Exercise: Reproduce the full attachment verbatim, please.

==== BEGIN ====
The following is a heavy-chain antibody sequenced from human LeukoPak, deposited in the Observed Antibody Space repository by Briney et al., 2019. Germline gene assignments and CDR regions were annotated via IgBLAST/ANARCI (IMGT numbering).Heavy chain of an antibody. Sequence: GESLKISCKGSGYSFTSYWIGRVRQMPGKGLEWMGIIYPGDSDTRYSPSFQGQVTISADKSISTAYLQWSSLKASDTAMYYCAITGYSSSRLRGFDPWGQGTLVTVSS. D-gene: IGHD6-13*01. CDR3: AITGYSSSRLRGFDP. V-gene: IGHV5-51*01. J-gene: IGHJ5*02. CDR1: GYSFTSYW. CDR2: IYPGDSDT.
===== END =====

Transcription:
The following is a heavy-chain antibody sequenced from human LeukoPak, deposited in the Observed Antibody Space repository by Briney et al., 2019. Germline gene assignments and CDR regions were annotated via IgBLAST/ANARCI (IMGT numbering).Heavy chain of an antibody. Sequence: GESLKISCKGSGYSFTSYWIGRVRQMPGKGLEWMGIIYPGDSDTRYSPSFQGQVTISADKSISTAYLQWSSLKASDTAMYYCAITGYSSSRLRGFDPWGQGTLVTVSS. D-gene: IGHD6-13*01. CDR3: AITGYSSSRLRGFDP. V-gene: IGHV5-51*01. J-gene: IGHJ5*02. CDR1: GYSFTSYW. CDR2: IYPGDSDT.